Every so often I run into a blog post or a book that makes me stand up and shout, “Yes! That’s exactly what I think too!” It’s a rather exhilarating and embarrassing situation, particularly if I happen to be in a crowded coffee shop at the time of reading. “Sir, please sit in your chair and act like a normal person.” This scene most recently happened over this post from Brad Griffin on the Fuller Youth Institute site.
What I want to say here may not be popular with some but I believe in this concept enough to weather the criticism. Here it is: expositional preaching doesn’t work with students. What I mean is that 3 point propositional sermons are an ineffective model for promoting life-change in students and, truthfully, in most adults as well. There, I said it.
Part of me shutters as I type these words because I grew up in churches where propositional sermons were, and still are, the signpost of ecclesiastical (a big word for church) correctness. In addition, much of my pastoral training at the college I attended was centered around creating and delivering 3 point sermons. A few of my profs will probably retroactively fail me if they read this post.
And yet, here’s how I know I’m right: What were your pastor’s 3 points on Sunday morning? What’s that? You can only remember one thing about what your pastor said? I rest my case.
Please understand that I’m not saying that we abandon the Bible or wimp out on content. Our teachings must be built on Scripture and include the actual reading and unpacking of Scripture. What I am saying is that teaching with clarity and great storytelling trumps a deluge of content in every possible way.
Humans are designed to be moved by stories. God revealed Himself in story–through compelling and conflicted characters, gut wrenching tension and a plot line so incredibly moving that it has been repeated in books and movies over and over again. It’s the story of the Bible. My question is: Why do we take what is compelling and transforming in itself and shove it into a format of communication that sucks all the energy and tension out of the content?
Why don’t we do what Jesus did? Jesus told stories–powerful, transforming stories built around the truth of Scripture as it existed in His time. His stories hit people exactly where they were–their occupations, struggles, families, joys, fears and cultural context. Secondly, Jesus focused his teaching on a small group of 12 guys. He communicated to the masses and then unpacked his ideas with his 12 over campfires, meals and long walks. Lastly, His parables typically focused on one idea. Essentially, he communicated one clearly expressed idea through the vehicle of powerful storytelling.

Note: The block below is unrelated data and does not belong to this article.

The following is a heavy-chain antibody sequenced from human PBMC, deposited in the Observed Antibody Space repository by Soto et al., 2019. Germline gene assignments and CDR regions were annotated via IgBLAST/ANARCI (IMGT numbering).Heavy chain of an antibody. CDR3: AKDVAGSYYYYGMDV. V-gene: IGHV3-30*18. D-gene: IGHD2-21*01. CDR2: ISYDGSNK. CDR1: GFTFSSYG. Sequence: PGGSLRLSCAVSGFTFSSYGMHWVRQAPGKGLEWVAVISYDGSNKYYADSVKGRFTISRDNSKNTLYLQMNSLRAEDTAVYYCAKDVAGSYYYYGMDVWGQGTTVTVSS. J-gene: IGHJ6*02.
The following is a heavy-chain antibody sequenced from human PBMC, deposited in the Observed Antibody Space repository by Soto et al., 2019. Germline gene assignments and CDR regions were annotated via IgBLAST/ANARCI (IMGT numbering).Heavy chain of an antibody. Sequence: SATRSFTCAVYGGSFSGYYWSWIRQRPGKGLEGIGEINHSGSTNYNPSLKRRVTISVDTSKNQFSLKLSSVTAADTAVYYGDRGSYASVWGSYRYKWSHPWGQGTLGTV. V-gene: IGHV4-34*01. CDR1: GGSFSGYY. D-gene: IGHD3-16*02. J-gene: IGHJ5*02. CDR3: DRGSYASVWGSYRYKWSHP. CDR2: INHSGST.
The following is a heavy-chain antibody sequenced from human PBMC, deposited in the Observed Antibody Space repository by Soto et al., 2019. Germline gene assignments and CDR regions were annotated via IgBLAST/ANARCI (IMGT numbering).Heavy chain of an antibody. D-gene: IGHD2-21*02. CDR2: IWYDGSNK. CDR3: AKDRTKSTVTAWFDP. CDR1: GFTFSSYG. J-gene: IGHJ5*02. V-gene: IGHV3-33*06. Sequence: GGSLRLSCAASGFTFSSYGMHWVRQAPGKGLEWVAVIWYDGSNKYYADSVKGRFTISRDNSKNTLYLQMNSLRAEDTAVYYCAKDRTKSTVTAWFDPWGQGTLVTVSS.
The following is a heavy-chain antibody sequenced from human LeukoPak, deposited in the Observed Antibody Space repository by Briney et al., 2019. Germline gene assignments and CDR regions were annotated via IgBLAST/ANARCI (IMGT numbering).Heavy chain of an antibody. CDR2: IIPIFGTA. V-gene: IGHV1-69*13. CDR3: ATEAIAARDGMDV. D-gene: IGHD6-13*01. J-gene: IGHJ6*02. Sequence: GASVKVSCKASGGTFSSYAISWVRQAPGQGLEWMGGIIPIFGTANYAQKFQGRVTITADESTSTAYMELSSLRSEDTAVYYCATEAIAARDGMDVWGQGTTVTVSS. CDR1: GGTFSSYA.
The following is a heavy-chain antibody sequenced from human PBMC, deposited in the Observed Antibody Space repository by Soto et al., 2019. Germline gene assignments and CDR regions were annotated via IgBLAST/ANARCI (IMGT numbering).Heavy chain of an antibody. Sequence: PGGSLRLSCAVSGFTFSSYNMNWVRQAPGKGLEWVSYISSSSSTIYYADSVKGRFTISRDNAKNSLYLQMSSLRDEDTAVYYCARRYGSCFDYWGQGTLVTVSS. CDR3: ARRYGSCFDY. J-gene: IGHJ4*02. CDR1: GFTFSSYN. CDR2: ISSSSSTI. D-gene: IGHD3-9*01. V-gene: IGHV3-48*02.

What can we, as youth workers, learn from Jesus?
- The most lasting communications are crystal clear. They communicate one central idea…not 3.
- The most transformative communications ask you to do something. If we aren’t specifically asking our audience to act, we have failed.
- The most engaging communications include great storytelling. We must master the art of story.
- The most relevant communications lead to further discussion. Our communications ought to set up meaningful small group conversations.
So, how do you actually teach like this? Here are a few questions to wrestle with:
1. Can I boil my communication down to one point? Can I craft a memorable statement around that one point?
2. As I communicate, am I putting my audience in the shoes of the biblical characters involved in the story? Will they feel what the character felt?
3. Did I take my audience to the setting of the story? Did they feel, smell, taste and see the places, the people, the events?
4. Did my audience experience the tension of the story? Did they care?
5. Did I demonstrate why my one point matters in real life?
6. What did I ask my audience to do with my one point? Give them an assignment.
7. Did I send my audience to small groups with a compelling question to interact with?
8. Did I set up my small group leaders with tools to help bring the communication to the lives of my audience?
In order to communicate for life-change. We must communicate clearly, utilize the power of story, ask them to do something and set up small groups for conversation. I’d love to hear your thoughts on this.
microphone image credited to Ben Rogers via Flickr